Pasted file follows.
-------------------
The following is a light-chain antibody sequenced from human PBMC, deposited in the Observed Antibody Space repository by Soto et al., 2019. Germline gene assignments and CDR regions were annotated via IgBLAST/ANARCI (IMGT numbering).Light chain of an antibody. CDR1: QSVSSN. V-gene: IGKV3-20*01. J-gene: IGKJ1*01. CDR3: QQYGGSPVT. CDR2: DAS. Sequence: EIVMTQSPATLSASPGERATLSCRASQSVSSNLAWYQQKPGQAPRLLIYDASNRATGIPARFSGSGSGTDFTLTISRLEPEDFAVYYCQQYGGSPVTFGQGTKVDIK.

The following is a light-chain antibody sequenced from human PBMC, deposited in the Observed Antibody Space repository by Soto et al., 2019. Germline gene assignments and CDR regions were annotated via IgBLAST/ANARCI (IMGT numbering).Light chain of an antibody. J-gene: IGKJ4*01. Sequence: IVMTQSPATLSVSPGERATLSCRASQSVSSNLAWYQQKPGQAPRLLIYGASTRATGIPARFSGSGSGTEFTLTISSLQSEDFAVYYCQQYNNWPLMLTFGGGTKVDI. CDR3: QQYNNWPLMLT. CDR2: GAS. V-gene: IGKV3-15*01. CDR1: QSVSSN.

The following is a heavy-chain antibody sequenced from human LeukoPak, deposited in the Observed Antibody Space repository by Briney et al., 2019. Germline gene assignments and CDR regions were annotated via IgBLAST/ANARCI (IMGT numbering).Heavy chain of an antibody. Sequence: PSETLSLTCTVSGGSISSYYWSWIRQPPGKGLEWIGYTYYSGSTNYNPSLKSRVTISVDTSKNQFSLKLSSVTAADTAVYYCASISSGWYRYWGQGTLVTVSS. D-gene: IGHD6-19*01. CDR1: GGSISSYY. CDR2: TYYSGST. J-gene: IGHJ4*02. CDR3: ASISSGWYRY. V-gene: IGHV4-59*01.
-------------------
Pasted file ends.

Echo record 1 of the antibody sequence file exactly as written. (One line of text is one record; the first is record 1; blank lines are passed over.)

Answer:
The following is a light-chain antibody sequenced from human PBMC, deposited in the Observed Antibody Space repository by Soto et al., 2019. Germline gene assignments and CDR regions were annotated via IgBLAST/ANARCI (IMGT numbering).Light chain of an antibody. CDR1: QSVSSN. V-gene: IGKV3-20*01. J-gene: IGKJ1*01. CDR3: QQYGGSPVT. CDR2: DAS. Sequence: EIVMTQSPATLSASPGERATLSCRASQSVSSNLAWYQQKPGQAPRLLIYDASNRATGIPARFSGSGSGTDFTLTISRLEPEDFAVYYCQQYGGSPVTFGQGTKVDIK.